Over the years, the site has been used for various purposes. From approximately 1881 to 1971, part of the site was used by the S.S. White Co., formerly S.S. White Dental Manufacturing, and its successor the Pennwalt Corporation to manufacture dental equipment. A factory complex where the dental manufacturing occurred was situated in the southern portion of the site. The companies operated a coal burning foundry [i.e., a machine used to melt and cast metal, glass, or plastic], and the site contained storage areas for ash, dust, and coal associated with the foundry.
These operations resulted in the disposal of PAH's (polynuclear aromatic hydrocarbons) on the site. PAH's are classified as a hazardous substance under the relevant regulations and CERCLA. See 42 U.S.C. § 9601(14), 9602(a); 40 C.F.R. § 302.1, 302.4 (table). Coal combustion produces PAH's, which are absorbed on the surfaces of coal ash and this ash was disposed of on the site. Also, moisture causes leaching from raw coal; thus, precipitation or other moisture "leaches" small particles of coal dust containing PAH's from the coal and carries the coal dust to the ground. The soil filters the dust containing the PAH's from the water and the contaminated dust remains in the soil. Further, defendant's predecessors employed injection molding machines to make parts of moldable resin for dental use and used an area in the northeast portion of the site to dump waste plastic parts, some of which contained concentrations of PCB's (polychlorinated Biphenyls) of a type classified as a hazardous substance under the relevant EPA regulations and CERCLA. See 42 U.S.C. §§ 9601(14), 9602(a); 40 C.F.R. §§ 302.1, 302.4 (table).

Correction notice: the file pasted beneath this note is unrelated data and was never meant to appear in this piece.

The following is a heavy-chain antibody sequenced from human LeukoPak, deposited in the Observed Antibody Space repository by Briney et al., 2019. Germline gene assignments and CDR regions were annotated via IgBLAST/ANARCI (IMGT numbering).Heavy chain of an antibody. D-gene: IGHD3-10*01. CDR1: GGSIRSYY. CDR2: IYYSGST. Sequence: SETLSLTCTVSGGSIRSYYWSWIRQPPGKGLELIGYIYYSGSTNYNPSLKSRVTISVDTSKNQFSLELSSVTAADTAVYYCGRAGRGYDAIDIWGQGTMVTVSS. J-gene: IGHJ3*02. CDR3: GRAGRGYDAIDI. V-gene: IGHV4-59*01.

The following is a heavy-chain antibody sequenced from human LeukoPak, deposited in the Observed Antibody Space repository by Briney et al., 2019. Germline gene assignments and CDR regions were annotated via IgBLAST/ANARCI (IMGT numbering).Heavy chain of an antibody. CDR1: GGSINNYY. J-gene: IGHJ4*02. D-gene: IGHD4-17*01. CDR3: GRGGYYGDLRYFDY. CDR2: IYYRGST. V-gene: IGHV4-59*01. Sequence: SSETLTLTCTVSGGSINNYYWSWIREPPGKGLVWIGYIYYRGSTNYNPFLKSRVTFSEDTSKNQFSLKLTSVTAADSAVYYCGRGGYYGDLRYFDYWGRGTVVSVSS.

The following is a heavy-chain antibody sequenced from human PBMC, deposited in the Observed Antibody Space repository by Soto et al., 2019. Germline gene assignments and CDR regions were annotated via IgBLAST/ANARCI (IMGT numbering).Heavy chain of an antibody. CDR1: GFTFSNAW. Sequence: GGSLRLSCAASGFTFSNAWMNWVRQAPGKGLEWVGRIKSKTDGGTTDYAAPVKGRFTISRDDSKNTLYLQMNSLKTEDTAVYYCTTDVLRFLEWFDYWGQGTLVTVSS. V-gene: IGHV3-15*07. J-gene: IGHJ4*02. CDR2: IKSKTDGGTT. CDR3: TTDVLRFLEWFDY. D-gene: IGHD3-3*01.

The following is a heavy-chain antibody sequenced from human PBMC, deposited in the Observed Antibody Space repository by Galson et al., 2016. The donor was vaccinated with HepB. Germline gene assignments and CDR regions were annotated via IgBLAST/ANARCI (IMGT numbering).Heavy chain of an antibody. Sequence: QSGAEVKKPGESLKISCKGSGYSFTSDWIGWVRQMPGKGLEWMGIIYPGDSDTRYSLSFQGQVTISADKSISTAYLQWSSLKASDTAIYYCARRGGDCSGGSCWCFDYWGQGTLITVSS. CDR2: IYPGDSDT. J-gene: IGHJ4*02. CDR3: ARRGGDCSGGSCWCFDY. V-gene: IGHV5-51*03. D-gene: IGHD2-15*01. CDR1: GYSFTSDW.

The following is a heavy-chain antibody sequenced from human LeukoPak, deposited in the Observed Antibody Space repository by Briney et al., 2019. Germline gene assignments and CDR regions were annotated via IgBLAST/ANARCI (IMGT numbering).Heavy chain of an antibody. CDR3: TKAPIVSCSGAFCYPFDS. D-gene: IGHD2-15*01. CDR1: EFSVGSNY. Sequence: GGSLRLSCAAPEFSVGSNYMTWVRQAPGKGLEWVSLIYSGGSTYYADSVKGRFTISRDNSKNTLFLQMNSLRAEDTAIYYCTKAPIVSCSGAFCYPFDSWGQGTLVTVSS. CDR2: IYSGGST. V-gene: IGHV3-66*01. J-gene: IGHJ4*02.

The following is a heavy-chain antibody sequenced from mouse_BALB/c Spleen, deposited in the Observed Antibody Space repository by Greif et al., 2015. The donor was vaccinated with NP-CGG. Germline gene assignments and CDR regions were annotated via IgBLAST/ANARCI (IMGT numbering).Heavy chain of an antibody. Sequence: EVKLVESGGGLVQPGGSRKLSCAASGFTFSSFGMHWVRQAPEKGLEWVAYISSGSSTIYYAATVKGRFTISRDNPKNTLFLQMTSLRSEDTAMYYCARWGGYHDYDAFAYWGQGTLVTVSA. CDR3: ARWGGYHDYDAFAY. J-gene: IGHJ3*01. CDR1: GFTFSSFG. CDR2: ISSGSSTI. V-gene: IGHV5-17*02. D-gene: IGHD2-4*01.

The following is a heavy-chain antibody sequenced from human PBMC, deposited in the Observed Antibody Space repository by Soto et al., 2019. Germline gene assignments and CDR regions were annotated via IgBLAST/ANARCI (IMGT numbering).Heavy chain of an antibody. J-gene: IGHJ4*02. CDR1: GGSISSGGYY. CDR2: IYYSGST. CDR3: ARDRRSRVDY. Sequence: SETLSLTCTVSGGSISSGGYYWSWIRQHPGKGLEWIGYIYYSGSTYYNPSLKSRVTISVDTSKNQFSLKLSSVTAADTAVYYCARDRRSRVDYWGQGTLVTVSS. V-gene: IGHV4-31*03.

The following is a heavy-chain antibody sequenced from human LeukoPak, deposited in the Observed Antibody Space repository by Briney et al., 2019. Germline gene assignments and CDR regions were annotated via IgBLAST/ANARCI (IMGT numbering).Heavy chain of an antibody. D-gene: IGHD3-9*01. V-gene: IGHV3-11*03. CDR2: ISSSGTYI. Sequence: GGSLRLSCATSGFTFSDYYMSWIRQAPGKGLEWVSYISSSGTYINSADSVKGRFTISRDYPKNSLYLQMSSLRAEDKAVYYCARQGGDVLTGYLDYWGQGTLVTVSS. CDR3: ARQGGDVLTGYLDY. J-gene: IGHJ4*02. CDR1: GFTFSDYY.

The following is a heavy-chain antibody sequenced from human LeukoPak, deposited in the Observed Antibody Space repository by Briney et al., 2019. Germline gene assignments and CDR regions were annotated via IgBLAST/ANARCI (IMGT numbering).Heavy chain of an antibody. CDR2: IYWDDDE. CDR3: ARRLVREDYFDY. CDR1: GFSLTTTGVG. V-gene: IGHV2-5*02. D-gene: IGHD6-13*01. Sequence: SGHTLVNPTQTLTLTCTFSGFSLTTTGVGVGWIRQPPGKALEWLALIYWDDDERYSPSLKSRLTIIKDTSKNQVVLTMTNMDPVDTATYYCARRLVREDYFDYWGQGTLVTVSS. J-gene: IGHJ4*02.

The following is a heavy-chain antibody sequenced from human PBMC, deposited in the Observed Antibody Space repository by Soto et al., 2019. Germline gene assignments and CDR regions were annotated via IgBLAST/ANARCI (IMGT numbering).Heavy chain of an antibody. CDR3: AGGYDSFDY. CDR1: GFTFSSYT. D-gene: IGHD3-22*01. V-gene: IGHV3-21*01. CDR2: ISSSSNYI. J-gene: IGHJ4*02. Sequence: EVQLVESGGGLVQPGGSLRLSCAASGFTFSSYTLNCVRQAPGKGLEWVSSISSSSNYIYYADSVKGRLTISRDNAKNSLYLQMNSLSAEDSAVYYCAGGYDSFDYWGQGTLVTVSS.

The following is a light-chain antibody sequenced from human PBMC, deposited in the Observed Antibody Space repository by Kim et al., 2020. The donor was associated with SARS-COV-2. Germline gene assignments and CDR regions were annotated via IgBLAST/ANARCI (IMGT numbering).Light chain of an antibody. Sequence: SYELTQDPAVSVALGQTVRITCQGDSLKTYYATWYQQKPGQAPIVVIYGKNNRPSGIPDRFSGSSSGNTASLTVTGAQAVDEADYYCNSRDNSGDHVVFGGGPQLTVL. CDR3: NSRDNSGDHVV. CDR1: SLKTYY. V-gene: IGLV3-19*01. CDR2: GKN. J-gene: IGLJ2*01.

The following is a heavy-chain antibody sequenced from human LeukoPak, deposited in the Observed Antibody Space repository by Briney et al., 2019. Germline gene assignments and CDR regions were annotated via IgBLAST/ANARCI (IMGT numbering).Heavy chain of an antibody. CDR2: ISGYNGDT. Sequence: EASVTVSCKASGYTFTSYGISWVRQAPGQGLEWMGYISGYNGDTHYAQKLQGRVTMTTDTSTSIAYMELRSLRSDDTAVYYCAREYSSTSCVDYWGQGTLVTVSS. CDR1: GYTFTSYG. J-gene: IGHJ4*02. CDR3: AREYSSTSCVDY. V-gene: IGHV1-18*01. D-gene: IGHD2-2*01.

After plaintiff Allied bought the site in 1972 from defendant's predecessor Pennwalt Corporation, the site was not used until 1975. In 1975, Allied converted the manufacturing complex into a shopping mall that was active from 1975 until 1983. Some of the businesses in this shopping mall conducted metal fabricating operations, cabinet manufacturing, and printing operations. During this period of time, leaking paint, solvent, and oil cans were observed on the site.
It Between 1983 and 1986, the site was not used for any purpose and open to members of the public. A number of the transformers located at the site were vandalized by scavengers, who removed the copper from the transformers and dumped the transformer fluid on the ground.
Also during this period, a fire occurred in a building at the site. The combustion of synthetic and treated construction materials is a potential source of PAH contamination.
In July 1986, plaintiff Allied demolished the buildings and other structures on the site and leveled and covered the rubble with landfill from off site. Because the site was filled with 8 to 10 feet of fill and hazardous substances were detected at depth levels of 0 to 2 feet, there is reason to believe that the fill itself was contaminated.
Starting in the mid-1980's, Allied planned to develop the site for residential use. As part of this planned development and at the behest of the New York City Department of Environmental Protection ("DEP"), Allied hired an environmental consulting firm to conduct an investigation to determine whether there were hazardous substances on the site. This preliminary investigation, which consisted of twelve subsurface and surface soil samples taken from six locations and six groundwater samples, revealed the presence of heavy metals and other contaminants.